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You may be picking up a NJN station, but the PBS stations shoot their own "virtual tours" and give them to the network who then assembles each station's tour into one big loop you see when watching PBS DT. You can see the same thing on HDNet some times. Watching NJN out of Trenton in Philly I saw WETA, NJN, WHYY, OK. City PBS, Pittsburgh PBS, and other's bugs on the bottom.


You can see which PBS station you are picking up by entering their actual digital channel assignment on your reciever. If the reciever jumps to 80-1 after entering the channel, that is the station you are watching. All PBS feeds will appear as 80-1 PBSDTV1 because of the PSIP. You can find DT channel listings at www.100000watts.com


Bob
 

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Discussion Starter · #6 ·
I usually do use the anntennaweb listing to understand the digital - analog station relationships. I just couldn't figure out WMPT (42) since it wasn't on my the listing for the my area, and I didn't know about how PBS has 80 alloted to it. It seems kind of odd that a station would want to be associated with a frequency that they're really not brodcasting on...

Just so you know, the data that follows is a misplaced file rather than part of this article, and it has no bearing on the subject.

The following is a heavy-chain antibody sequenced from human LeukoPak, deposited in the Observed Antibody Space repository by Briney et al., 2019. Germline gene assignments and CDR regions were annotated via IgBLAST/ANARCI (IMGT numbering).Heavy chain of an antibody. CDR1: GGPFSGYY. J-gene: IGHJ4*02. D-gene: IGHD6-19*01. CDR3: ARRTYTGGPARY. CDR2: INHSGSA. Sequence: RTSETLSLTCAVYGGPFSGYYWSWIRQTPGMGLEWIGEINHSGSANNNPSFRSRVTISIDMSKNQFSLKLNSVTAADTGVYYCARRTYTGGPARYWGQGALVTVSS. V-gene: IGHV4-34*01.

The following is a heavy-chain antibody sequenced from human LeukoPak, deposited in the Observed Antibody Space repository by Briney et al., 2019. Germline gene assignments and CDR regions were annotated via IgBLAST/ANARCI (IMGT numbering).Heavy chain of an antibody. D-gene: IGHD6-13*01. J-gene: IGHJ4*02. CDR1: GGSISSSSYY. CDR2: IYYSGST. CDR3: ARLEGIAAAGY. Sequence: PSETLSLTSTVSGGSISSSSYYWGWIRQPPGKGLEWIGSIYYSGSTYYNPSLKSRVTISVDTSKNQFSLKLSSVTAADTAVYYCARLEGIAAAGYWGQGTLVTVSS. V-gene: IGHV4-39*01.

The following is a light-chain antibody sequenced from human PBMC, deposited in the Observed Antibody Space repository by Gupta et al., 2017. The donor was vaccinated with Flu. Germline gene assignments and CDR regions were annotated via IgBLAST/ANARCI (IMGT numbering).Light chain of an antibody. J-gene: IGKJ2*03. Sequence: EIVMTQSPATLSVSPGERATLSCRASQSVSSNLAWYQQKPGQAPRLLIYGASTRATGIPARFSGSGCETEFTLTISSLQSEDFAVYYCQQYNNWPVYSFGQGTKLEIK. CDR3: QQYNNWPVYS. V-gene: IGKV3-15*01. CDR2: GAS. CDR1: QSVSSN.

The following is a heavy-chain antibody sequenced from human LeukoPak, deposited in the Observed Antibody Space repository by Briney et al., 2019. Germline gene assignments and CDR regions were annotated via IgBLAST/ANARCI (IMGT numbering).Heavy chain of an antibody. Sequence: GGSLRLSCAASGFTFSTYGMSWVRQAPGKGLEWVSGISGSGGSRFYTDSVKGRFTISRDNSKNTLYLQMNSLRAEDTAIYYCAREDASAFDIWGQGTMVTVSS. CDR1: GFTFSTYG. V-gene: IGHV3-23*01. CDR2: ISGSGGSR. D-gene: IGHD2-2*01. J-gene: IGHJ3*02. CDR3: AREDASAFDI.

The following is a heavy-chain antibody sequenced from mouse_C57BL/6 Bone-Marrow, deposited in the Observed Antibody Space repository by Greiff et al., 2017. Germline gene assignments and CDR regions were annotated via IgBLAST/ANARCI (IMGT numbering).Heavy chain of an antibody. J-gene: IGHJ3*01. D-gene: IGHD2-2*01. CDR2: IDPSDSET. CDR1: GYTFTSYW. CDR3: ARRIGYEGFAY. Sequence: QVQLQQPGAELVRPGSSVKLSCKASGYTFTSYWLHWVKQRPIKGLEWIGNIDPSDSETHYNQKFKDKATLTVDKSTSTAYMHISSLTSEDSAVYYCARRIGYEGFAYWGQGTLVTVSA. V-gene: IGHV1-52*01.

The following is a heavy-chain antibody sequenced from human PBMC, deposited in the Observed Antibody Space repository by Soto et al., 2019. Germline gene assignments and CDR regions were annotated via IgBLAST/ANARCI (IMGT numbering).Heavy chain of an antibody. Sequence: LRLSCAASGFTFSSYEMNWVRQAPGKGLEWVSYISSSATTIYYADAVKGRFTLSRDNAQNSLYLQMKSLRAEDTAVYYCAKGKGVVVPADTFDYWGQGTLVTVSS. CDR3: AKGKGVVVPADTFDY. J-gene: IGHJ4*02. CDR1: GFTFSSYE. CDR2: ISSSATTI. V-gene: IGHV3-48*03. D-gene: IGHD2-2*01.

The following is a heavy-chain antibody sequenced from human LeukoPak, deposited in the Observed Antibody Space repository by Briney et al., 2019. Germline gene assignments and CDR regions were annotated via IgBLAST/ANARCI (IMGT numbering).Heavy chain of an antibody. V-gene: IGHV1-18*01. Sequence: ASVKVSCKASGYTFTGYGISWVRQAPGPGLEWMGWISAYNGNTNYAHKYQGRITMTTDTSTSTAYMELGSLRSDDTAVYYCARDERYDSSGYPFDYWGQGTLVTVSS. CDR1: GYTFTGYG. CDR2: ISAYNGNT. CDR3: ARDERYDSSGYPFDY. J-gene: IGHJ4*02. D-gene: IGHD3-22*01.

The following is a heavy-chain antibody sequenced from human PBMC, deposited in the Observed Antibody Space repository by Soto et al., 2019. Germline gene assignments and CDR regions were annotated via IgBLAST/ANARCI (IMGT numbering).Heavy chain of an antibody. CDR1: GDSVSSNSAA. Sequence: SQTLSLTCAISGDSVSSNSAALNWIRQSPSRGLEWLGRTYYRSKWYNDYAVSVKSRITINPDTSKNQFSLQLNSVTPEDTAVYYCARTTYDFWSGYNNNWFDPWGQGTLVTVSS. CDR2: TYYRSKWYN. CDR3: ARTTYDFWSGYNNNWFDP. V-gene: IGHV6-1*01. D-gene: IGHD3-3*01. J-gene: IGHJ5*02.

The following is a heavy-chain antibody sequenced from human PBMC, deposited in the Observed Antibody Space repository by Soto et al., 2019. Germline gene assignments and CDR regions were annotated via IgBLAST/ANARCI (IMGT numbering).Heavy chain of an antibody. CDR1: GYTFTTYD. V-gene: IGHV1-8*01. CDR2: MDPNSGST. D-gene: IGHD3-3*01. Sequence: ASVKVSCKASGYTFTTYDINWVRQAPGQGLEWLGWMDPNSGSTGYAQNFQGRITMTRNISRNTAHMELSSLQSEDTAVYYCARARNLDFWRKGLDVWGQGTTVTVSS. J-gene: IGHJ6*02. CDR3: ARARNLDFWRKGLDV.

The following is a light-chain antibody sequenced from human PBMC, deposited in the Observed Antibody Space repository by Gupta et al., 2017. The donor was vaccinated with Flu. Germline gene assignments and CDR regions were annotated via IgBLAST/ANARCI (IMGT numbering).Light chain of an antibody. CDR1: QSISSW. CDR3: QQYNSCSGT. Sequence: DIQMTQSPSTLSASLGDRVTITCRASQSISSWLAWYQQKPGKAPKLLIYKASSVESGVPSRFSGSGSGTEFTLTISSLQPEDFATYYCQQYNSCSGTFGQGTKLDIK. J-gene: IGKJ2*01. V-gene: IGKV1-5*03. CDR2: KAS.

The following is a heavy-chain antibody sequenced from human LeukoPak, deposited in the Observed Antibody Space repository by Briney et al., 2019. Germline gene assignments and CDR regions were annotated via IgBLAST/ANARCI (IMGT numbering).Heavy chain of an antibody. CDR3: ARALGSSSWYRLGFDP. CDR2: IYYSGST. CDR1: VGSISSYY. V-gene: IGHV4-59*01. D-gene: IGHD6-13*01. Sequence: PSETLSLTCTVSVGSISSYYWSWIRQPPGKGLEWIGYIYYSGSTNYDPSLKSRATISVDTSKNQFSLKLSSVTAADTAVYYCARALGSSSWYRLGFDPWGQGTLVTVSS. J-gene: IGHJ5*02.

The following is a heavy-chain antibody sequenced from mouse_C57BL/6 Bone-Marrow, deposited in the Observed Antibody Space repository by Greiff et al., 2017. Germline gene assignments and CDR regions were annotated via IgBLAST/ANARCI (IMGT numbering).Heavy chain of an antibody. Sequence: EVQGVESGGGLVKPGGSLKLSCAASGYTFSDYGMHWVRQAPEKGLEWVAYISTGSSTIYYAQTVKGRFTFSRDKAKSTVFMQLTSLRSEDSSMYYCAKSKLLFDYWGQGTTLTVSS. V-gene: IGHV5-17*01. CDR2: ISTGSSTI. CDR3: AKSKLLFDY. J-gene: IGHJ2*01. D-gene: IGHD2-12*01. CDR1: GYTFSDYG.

When I get home, I'll try plugging in the various PBS digital channel assignments and see which one I'm actually getting. According to my antennaweb listing, I'm more likely to get some of the other PBS channels than than 42.


Thanks for the link to 100000watts.com. It looks like a real handy resource.
 

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Quote:
Originally posted by sat_uplinker
You may be picking up a NJN station, but the PBS stations shoot their own "virtual tours" and give them to the network who then assembles each station's tour into one big loop you see when watching PBS DT. You can see the same thing on HDNet some times. Watching NJN out of Trenton in Philly I saw WETA, NJN, WHYY, OK. City PBS, Pittsburgh PBS, and other's bugs on the bottom.


You can see which PBS station you are picking up by entering their actual digital channel assignment on your reciever. If the reciever jumps to 80-1 after entering the channel, that is the station you are watching. All PBS feeds will appear as 80-1 PBSDTV1 because of the PSIP. You can find DT channel listings at www.100000watts.com


Bob
OK. City PBS? Did the demo have anything on us?